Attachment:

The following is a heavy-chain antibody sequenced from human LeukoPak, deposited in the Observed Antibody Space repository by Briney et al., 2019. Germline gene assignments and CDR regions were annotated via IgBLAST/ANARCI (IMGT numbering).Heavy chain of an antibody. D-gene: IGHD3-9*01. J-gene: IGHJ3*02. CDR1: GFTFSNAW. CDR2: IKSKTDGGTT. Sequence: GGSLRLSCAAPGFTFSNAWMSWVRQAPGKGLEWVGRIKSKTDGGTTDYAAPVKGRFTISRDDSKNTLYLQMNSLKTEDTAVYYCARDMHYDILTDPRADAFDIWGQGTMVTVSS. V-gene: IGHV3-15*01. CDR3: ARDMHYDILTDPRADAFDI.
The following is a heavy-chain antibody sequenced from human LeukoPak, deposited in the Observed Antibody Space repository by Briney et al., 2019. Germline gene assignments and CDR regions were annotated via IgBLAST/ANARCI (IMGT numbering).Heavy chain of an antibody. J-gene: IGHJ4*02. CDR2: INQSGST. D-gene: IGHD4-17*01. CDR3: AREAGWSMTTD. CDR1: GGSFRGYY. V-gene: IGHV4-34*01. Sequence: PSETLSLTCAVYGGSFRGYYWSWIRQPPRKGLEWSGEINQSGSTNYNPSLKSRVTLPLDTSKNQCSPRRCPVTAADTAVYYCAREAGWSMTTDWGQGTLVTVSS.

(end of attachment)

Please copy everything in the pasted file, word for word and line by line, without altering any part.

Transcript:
The following is a heavy-chain antibody sequenced from human LeukoPak, deposited in the Observed Antibody Space repository by Briney et al., 2019. Germline gene assignments and CDR regions were annotated via IgBLAST/ANARCI (IMGT numbering).Heavy chain of an antibody. D-gene: IGHD3-9*01. J-gene: IGHJ3*02. CDR1: GFTFSNAW. CDR2: IKSKTDGGTT. Sequence: GGSLRLSCAAPGFTFSNAWMSWVRQAPGKGLEWVGRIKSKTDGGTTDYAAPVKGRFTISRDDSKNTLYLQMNSLKTEDTAVYYCARDMHYDILTDPRADAFDIWGQGTMVTVSS. V-gene: IGHV3-15*01. CDR3: ARDMHYDILTDPRADAFDI.
The following is a heavy-chain antibody sequenced from human LeukoPak, deposited in the Observed Antibody Space repository by Briney et al., 2019. Germline gene assignments and CDR regions were annotated via IgBLAST/ANARCI (IMGT numbering).Heavy chain of an antibody. J-gene: IGHJ4*02. CDR2: INQSGST. D-gene: IGHD4-17*01. CDR3: AREAGWSMTTD. CDR1: GGSFRGYY. V-gene: IGHV4-34*01. Sequence: PSETLSLTCAVYGGSFRGYYWSWIRQPPRKGLEWSGEINQSGSTNYNPSLKSRVTLPLDTSKNQCSPRRCPVTAADTAVYYCAREAGWSMTTDWGQGTLVTVSS.